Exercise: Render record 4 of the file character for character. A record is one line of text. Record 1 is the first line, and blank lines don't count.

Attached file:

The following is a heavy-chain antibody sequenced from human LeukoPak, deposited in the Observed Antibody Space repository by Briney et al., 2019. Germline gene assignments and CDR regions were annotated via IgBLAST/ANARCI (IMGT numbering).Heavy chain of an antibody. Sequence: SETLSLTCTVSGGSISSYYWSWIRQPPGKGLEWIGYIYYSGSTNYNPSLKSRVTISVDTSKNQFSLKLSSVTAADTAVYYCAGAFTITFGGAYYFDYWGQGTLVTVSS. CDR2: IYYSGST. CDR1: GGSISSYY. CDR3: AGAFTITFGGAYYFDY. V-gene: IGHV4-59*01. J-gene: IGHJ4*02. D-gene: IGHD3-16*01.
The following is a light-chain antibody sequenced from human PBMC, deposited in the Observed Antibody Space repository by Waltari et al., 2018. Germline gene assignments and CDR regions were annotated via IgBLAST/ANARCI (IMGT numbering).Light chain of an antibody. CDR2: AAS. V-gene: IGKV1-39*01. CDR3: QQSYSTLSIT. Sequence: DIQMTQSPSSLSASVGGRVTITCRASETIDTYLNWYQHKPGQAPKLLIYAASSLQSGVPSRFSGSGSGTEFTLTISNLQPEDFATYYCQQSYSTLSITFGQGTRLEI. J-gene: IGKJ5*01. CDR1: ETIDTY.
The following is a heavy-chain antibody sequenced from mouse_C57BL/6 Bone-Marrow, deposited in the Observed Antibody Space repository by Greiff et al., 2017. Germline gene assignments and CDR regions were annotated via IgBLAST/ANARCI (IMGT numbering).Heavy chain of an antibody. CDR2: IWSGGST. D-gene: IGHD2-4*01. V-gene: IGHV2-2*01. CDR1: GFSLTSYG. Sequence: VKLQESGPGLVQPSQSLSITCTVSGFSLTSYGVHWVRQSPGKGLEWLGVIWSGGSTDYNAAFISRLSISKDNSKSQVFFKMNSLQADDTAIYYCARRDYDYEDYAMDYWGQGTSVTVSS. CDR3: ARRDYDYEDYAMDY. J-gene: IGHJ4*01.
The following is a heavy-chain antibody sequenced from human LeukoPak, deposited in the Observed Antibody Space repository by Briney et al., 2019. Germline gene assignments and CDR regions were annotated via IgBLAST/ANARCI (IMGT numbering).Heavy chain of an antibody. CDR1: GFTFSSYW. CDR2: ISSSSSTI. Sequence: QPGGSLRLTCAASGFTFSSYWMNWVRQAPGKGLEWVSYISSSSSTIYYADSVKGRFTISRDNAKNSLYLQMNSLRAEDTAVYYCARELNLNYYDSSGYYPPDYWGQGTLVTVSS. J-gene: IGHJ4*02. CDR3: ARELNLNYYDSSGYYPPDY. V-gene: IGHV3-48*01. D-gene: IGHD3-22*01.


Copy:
The following is a heavy-chain antibody sequenced from human LeukoPak, deposited in the Observed Antibody Space repository by Briney et al., 2019. Germline gene assignments and CDR regions were annotated via IgBLAST/ANARCI (IMGT numbering).Heavy chain of an antibody. CDR1: GFTFSSYW. CDR2: ISSSSSTI. Sequence: QPGGSLRLTCAASGFTFSSYWMNWVRQAPGKGLEWVSYISSSSSTIYYADSVKGRFTISRDNAKNSLYLQMNSLRAEDTAVYYCARELNLNYYDSSGYYPPDYWGQGTLVTVSS. J-gene: IGHJ4*02. CDR3: ARELNLNYYDSSGYYPPDY. V-gene: IGHV3-48*01. D-gene: IGHD3-22*01.